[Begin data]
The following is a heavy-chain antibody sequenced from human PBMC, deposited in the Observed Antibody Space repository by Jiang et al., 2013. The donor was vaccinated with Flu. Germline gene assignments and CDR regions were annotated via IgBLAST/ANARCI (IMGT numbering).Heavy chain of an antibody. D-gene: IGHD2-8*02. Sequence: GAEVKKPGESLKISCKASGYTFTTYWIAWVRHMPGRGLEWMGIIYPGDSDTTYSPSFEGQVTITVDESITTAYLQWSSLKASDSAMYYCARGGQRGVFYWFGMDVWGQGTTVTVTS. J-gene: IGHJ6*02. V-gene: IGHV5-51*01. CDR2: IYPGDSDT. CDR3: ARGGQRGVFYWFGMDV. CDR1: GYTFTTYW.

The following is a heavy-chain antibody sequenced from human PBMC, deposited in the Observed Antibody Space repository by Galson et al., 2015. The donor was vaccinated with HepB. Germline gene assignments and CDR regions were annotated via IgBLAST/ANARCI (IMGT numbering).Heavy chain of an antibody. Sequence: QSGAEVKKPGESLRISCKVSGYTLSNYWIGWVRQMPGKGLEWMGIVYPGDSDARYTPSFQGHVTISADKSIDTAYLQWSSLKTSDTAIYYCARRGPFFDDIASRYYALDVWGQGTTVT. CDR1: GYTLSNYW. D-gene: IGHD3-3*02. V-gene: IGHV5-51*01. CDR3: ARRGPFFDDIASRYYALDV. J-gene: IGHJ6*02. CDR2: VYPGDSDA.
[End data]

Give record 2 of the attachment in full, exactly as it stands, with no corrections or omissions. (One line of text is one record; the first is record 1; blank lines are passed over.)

The following is a heavy-chain antibody sequenced from human PBMC, deposited in the Observed Antibody Space repository by Galson et al., 2015. The donor was vaccinated with HepB. Germline gene assignments and CDR regions were annotated via IgBLAST/ANARCI (IMGT numbering).Heavy chain of an antibody. Sequence: QSGAEVKKPGESLRISCKVSGYTLSNYWIGWVRQMPGKGLEWMGIVYPGDSDARYTPSFQGHVTISADKSIDTAYLQWSSLKTSDTAIYYCARRGPFFDDIASRYYALDVWGQGTTVT. CDR1: GYTLSNYW. D-gene: IGHD3-3*02. V-gene: IGHV5-51*01. CDR3: ARRGPFFDDIASRYYALDV. J-gene: IGHJ6*02. CDR2: VYPGDSDA.